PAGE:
Delay: One of the most commonly used effects in sound synthesis; delay (or ‘echo’) is the relatively simple process of copying the original signal from the synthesizer and playing it several times between different time intervals. More exotic techniques can be used, such as reversing the delay playback, and creating feedback loops which run an infinite period of time.

Reverb: Originally created manually by plates and springs, reverb is one of the oldest effects in music in general, and is frequently used in sound synthesis. The effect is similar to creating sound in a large room, where the sound will reverberate due to the size of the room. The effect is created digitally by using many delays, and using accurate simulations of room sizes and their effects, which creates the fake effect of the sound hitting the listener’s ears first and loudest, followed by the reverberation effect afterwards.

Posted in Basic Guide To SynthesizersComments Off on Basic Sound Synthesis: Part 5 – Effects Part 2

Basic Synthesis: Part 4 – Effects Part 1

Basic Synthesis: Part 4 – Effects Part 1

Effects, while not technically a stage of any form of subtractive music synthesis, are commonly found on the end of most signal paths from synthesizers. Effects can come in an internal form (built into your synthesizer), and in an outboard form (where it is a separate effects box, such as a rack mount unit or pedal). While internal effects are useful parts of synthesizers as they save on space and power, they are usually not as high quality as a dedicated external effects unit, but will suffice for most users. Bear in mind when purchasing a vintage synthesizer, that many older models (from the 1970s and 80s) will most likely not have any form of built in effects.

Unison: In similar fashion to effects not technically being part of sound synthesis, unison is not really an effect, but more of a fixed option within your synthesizer. The effect of unison is simply to multiply the signal which is being produced by the synthesizer, and in most cases to detune each signal against the other (just like detuning oscillators). This creates a much bigger sound, and is especially useful for making up a lack of oscillators. Common numbers of signal multiplication in a unison effect can be 2, 4, 8 or even higher. Some synthesizers have become even more creative in their use of a unison effect, such as the Clavia Nord Lead 3 which pans 2 signals to the left of the stereo field, 2 to the right, and keeps 1 in the centre, while detuning all against each other, creating a massive stereo-wide effect.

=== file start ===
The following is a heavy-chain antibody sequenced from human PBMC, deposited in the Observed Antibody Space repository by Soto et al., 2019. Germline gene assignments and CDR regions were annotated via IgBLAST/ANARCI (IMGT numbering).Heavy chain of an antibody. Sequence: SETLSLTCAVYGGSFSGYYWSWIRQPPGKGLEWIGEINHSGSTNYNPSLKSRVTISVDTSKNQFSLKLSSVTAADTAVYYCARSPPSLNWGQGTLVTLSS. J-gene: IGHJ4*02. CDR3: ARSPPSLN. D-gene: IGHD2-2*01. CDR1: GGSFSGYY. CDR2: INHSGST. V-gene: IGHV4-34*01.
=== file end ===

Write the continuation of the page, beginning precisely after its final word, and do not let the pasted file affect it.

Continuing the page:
Chorus: A similar result to the unison effect, but with a much more complex sound modification process, the chorus effect is a popular technique to embellish and enlarge a synthesizer’s sound. Some would argue that the technique of the chorus effect is identical to that of unison or detuning oscillators, and this is true in part, as it can be physically demonstrated in acoustic instruments such as the piano or guitar, where multiple strings are played at the same pitch, but are ever-so-slightly out of tune to create a subtle warming effect to the sound.

The standard interpretation of chorusing within the synthesizer signal chain however is of an artificial effect where the signal is copied and mixed with several copies of it itself which have their pitch (at a very small level) constantly swept by an LFO. The effect can also be used in stereo by panning the delay effect within the stereo field, providing that the delay-based pitch sweeps are offset from each other. Because an LFO is used to control the effect, the rate can be adjusted, as well as the feedback and depth of the effect. This ‘artificial’ chorus effect is also one of the methods used in the flanging effect.

[phpbay]keyboard synthesizer, num, “”, “”[/phpbay]